Dear Essorant, Stephanos, and other interested Folk,
It's not a question that thousands of years of logicians were able to settle with the use of logic. Some of them were almost as bright as were are today. They had to switch gears and actually figure out ways to check it out and see what the facts were. It turns out that it depends on how you deal with it. You can either measure how fast a piece of light is going or where it is but not both on the same piece of light. You can also offer a piece of light a choice of which of two tiny doorways to go through and it will actually go through one and not go through the other but pretend to act as though it did. It's enough to give any decent poet nightmares and delusions of theology.
It is pretty clear, though, that light is given off in little gift wrapped packages that may be bigger on the inside than they are on the outside. There are places where the packs actually seem to be at any one moment in time and places where they aren't. The places where the packages are, for the sake of convenience, we call Light. The places where the packages are not, we call Dark.
This is pretty much purely for convenience, because even in a vacuum little pieces of matter are constantly popping into existence out of nothingness on a regular basis while elsewhere in other places little piece of matter are popping out of existence. What these pieces of matter may be, I certainly haven't the least idea, though there may be physicists who do.
Have I shared my confusion with you sufficiently yet?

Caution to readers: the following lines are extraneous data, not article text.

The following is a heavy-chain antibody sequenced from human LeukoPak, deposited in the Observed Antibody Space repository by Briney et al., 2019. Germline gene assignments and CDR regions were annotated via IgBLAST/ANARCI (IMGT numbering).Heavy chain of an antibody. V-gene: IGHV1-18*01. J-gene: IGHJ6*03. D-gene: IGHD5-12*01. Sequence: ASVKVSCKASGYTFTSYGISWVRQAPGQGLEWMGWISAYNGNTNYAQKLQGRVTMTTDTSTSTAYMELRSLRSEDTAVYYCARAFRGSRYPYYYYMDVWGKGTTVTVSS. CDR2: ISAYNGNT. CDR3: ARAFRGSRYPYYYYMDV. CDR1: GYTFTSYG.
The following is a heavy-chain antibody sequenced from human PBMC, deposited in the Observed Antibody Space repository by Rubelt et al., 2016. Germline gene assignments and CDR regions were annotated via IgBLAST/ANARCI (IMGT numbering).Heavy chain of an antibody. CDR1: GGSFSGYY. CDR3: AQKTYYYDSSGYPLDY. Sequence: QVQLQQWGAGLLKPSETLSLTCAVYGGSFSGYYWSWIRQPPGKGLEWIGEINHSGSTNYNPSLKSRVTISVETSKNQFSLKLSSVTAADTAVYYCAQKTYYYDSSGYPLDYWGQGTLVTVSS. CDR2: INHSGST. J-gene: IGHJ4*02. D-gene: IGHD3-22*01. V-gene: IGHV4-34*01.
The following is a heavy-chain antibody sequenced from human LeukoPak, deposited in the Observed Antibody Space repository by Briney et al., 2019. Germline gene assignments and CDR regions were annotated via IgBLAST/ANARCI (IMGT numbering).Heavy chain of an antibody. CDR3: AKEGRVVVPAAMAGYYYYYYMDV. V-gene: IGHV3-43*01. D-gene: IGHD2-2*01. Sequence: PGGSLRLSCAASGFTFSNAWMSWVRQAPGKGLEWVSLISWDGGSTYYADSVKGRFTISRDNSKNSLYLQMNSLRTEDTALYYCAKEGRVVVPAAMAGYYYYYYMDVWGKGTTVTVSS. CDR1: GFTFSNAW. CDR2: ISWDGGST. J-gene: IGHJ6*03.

I believe that when we're talking about "The Light" and "The Dark" we are talking about concepts that have only some overlap with the presence or absence of photons in any particular place. While the few pieces of information I've shared about my shaky understanding of the nature of light may have some tangential interest, I don't think they have addressed the root of the question we're trying to talk about, which is why are people scared of "the dark?" and what is "the dark" that it should have this effect on us anyway?
Under different circumstances I may be afraid of the absence of photons, but I think I'm more afraid of what dire persons, thoughts and things my imagination will use to populate my own personal darkness. Those contents may or may not overlap with yours. Probably they do, somewhat, but conveyor belts may not feature strongly in your personal darknesses. Your notion of the function of disorder in your darknesses may differ from mine. And what about your personal fears of not having sufficient compassion for others? Or attitudes about race or strangers or religion? What about the nature of evil?
I suspect that's probably "The Dark" that is the darkness most disturbing.
I offer for your consideration this link to a small masterpiece by Anthony Hecht: http://plagiarist.com/poetry/2403/
And I pray bless us all.
Sincerely yours, Bob K.